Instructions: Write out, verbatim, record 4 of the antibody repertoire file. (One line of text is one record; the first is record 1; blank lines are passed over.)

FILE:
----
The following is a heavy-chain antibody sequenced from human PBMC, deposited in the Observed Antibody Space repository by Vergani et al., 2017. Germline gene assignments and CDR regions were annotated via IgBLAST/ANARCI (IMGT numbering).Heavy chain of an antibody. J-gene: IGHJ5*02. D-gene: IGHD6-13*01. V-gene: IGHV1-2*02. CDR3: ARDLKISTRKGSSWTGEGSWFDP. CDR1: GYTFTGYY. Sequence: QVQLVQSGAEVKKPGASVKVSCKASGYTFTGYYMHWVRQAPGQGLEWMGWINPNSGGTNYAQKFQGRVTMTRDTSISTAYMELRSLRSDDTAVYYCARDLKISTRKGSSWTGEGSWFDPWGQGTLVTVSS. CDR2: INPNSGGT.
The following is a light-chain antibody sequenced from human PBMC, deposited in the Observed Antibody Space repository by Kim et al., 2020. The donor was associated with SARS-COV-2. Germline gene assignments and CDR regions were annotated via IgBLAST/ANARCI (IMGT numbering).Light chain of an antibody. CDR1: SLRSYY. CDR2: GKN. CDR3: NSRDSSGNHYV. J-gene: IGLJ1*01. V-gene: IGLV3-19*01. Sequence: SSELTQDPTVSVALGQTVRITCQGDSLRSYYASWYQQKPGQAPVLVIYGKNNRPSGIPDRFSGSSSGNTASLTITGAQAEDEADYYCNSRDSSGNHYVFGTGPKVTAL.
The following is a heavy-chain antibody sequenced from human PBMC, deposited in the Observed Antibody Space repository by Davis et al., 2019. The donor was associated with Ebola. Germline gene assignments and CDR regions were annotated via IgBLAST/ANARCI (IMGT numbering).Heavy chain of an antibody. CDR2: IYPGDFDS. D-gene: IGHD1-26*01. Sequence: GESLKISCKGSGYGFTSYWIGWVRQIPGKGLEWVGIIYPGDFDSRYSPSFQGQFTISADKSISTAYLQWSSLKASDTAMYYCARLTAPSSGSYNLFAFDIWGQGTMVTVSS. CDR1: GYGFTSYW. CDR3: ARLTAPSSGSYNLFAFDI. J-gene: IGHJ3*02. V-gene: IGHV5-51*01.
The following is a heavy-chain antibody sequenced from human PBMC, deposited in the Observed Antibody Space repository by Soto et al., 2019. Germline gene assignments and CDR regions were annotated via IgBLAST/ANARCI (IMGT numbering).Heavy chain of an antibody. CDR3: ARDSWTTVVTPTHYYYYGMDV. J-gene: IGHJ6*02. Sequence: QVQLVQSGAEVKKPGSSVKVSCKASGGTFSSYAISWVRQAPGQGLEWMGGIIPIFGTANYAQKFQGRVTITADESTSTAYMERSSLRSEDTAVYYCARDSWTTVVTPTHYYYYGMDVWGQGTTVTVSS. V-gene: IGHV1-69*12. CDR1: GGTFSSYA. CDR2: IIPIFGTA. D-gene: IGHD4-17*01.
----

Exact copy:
The following is a heavy-chain antibody sequenced from human PBMC, deposited in the Observed Antibody Space repository by Soto et al., 2019. Germline gene assignments and CDR regions were annotated via IgBLAST/ANARCI (IMGT numbering).Heavy chain of an antibody. CDR3: ARDSWTTVVTPTHYYYYGMDV. J-gene: IGHJ6*02. Sequence: QVQLVQSGAEVKKPGSSVKVSCKASGGTFSSYAISWVRQAPGQGLEWMGGIIPIFGTANYAQKFQGRVTITADESTSTAYMERSSLRSEDTAVYYCARDSWTTVVTPTHYYYYGMDVWGQGTTVTVSS. V-gene: IGHV1-69*12. CDR1: GGTFSSYA. CDR2: IIPIFGTA. D-gene: IGHD4-17*01.